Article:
By Stephen M. Silverman
Updated January 27, 2004 09:45 AM

Kicking off the first day of arguments in Martha Stewart’s criminal trial, federal prosecutor Karen Patton Seymour accused the domestic diva of lying in order to mask evidence of a suspicious stock sale after she received an inside tip from her broker.

In her opening statement, Seymour said Stewart and her Merrill Lynch broker, Peter Bacanovic, 41 (who is also on trial), “decided to lie to investigators and come up with a cover up, a false story,” to hide that she sold her shares “because she was told a secret,” Reuters reports.

Stewart, 62, is on trial for allegedly lying to authorities — but not for insider trading. She’s pleaded innocent to the charges.

Seated up front and wearing an olive-colored pantsuit, Stewart reportedly listened intently as prosecutor Seymour delivered the opening statements to the packed courtroom. Among those in attendance: Stewart’s mother, daughter, sister and friends.

Her lawyers followed with their opening statements. Before the trial, they pushed the defense that their client did nothing wrong and is being singled out solely because of her celebrity.

But in a blow to the defense team, U.S. District Judge Miriam Goldman Cedarbaum ruled that Stewart’s lawyers could not argue before the jury that she’s being prosecuted because of her fame.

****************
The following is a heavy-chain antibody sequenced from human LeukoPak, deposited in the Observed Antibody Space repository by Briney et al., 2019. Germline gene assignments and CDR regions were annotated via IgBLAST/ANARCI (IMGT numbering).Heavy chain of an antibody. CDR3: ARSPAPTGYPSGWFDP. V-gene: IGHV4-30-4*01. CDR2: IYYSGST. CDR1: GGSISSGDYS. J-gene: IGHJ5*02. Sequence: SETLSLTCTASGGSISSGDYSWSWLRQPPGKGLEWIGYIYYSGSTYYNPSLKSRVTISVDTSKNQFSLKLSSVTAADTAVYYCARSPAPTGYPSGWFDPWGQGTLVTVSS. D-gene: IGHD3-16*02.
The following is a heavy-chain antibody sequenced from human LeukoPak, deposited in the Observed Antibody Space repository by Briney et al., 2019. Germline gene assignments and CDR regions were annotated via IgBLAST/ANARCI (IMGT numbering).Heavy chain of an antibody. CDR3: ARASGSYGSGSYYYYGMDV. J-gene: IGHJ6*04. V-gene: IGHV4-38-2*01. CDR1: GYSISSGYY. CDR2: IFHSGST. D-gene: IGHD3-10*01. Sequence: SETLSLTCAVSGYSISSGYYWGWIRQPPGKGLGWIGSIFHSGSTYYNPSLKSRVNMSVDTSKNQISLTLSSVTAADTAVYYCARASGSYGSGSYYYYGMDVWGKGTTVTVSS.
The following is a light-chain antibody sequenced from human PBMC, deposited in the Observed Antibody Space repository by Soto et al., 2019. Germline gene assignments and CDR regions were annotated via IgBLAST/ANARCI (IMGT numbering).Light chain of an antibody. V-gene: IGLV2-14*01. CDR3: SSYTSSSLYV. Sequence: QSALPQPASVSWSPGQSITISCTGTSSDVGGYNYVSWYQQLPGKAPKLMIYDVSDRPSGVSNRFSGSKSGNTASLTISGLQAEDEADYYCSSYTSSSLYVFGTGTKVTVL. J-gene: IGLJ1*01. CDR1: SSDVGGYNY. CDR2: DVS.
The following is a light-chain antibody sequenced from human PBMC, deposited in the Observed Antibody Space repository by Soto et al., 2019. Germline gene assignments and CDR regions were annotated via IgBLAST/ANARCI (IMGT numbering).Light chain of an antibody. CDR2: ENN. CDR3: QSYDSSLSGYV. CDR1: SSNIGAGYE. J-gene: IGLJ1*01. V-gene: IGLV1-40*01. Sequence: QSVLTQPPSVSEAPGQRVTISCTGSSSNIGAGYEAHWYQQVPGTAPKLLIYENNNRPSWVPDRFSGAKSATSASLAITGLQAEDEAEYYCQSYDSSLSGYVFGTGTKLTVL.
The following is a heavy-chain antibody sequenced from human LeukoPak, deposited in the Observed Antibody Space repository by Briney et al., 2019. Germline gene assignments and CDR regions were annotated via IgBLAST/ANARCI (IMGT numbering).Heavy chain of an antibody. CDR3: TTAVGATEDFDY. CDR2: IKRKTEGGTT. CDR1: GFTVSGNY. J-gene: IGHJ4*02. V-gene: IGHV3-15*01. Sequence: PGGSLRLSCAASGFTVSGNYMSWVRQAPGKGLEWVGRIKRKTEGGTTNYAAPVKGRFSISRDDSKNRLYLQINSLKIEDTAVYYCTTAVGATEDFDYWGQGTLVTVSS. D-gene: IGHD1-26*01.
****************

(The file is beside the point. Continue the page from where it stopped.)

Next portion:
The judge also prohibited Stewart’s lawyers from asking jurors to speculate why prosecutors did not bring insider-trading charges against Stewart.

The trial, which is expected to last a month, will have prosecutors trying to convince the eight-woman, four-man panel that Stewart obstructed justice, made false statements and committed securities fraud in trying to hide the questionable sale of stock in ImClone. Shares of the biotech company tumbled in value one day after Stewart’s transaction. Securities fraud can carry a sentence of up to 10 years in prison.

The feds’ key witness is Bacanovic’s former assistant at Merrill Lynch, Douglas Faneuil, who has already pleaded guilty in the case and is cooperating with prosecutors. Under his plea agreement, Faneuil, who is expected to contradict Stewart’s and Bacanovic’s stories, admitted lying to investigators twice in 2002 about the circumstances surrounding the stock sale.

Faneuil is expected to be the third witness in the trial.